On Tuesday, October 29, 2019, Judge Myron H. Thompson of the U.S. District Court for the Middle District of Alabama granted a preliminary injunction in Robinson et al v. Marshall, a lawsuit challenging Alabama Act No. 2019-189. The statute imposes criminal liability on abortion providers for almost all abortions, whether completed or attempted, regardless of fetal viability. The preliminary injunction prevents enforcement of the statute only as applied to pre-viability abortions. The statute is set to go into effect on November 15, 2019.
In ruling on the preliminary injunction, Judge Thompson noted that defendant State Attorney General Steven Marshall made multiple concessions as to the plaintiffs’ arguments. Specifically, the defendant conceded on every element required to grant a preliminary injunction. On the other hand, although the plaintiffs are challenging the entire statute in the lawsuit, the plaintiffs conceded that the injunction should apply only as to the statute’s enforcement of pre-viability abortions in order to “preserve the status quo and prevent irreparable harm.”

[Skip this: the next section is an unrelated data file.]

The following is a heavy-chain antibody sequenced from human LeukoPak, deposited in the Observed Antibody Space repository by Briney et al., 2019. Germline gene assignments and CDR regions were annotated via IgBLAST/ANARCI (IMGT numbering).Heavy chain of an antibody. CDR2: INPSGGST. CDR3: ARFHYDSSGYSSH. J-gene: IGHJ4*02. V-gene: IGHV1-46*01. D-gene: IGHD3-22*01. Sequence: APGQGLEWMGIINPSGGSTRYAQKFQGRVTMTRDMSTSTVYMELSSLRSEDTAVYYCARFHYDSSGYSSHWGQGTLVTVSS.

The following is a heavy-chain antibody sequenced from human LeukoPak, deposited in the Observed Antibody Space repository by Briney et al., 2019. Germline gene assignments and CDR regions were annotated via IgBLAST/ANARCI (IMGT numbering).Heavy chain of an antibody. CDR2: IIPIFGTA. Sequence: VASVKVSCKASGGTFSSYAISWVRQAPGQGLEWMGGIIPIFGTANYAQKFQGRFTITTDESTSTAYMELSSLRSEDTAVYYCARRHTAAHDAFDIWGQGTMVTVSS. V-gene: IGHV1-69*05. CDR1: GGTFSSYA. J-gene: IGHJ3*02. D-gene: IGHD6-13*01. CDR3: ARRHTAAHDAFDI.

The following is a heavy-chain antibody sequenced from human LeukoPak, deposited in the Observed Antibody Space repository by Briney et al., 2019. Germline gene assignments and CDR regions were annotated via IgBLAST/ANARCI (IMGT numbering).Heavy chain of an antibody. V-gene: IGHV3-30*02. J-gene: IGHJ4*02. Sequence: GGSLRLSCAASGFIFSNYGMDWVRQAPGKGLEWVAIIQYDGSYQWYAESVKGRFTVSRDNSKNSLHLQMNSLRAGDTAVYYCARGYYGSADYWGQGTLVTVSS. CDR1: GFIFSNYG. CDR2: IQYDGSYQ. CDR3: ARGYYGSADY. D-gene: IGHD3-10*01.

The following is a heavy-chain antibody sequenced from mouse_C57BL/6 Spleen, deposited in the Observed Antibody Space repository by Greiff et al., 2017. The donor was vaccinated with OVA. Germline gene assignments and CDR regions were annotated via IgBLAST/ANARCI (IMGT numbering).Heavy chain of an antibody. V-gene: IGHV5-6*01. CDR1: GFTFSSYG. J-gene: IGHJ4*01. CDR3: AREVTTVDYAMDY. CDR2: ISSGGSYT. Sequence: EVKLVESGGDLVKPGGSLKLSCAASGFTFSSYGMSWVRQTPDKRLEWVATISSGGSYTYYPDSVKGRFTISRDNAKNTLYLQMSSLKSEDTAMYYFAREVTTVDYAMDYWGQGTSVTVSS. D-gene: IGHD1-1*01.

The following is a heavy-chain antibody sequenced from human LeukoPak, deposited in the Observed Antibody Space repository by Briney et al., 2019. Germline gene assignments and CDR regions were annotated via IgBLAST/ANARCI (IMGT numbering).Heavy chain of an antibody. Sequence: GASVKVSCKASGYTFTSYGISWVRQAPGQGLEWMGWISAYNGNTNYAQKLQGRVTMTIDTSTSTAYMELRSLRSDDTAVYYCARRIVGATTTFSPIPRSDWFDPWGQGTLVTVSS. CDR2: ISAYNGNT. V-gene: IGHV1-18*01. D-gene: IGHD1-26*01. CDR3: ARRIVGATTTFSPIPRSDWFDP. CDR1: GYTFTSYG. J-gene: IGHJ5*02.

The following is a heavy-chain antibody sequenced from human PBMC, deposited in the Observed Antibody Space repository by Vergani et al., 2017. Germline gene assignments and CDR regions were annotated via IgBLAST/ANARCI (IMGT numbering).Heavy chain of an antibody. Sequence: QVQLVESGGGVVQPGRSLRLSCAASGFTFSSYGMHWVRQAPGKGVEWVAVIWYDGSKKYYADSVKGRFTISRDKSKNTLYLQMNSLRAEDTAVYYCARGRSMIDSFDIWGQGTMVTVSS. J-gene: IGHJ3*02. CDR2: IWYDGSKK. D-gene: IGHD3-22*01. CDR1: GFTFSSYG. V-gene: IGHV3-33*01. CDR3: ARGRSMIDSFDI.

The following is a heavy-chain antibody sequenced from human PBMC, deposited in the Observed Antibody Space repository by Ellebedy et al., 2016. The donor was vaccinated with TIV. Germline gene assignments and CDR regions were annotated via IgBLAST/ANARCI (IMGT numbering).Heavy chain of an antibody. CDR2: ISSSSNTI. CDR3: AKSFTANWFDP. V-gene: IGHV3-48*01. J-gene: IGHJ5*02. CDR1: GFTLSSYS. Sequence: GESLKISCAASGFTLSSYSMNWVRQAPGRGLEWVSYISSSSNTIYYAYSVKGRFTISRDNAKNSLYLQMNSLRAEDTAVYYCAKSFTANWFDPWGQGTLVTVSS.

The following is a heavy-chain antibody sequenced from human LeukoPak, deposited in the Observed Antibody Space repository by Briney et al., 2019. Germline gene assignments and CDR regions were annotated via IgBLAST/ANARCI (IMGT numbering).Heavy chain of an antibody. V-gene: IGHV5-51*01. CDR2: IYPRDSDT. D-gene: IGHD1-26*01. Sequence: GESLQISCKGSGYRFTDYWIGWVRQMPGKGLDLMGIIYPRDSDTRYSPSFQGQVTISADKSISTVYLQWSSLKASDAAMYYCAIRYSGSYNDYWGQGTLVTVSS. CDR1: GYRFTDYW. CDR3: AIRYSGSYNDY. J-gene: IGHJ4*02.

State Senator Clyde Chambliss derided the ruling, stating that “[t]his is judicial activism, pure and simple.” However, State Attorney General Steven Marshall said, “As we have stated before, the state’s objective is to advance our case to the U.S. Supreme Court.” When signing the bill into law, Alabama Governor Kay Ivey described the statute as “a powerful testament to Alabamians’ deeply held belief that every life is precious and that every life is a sacred gift from God.”
Federal judges have blocked “heartbeat bill” abortion bans in Ohio, Missouri, Kentucky, Mississippi, Georgia, and Louisiana. Utah and Arkansas have approved 18-week bans on abortions.
Alabama Abortion Ban Is Temporarily Blocked by a Federal Judge, The New York Times (October 29, 2019)
Opinion in Robinson et al v. Marshall, No. 2:2019cv00365 (M.D. Ala. 2019)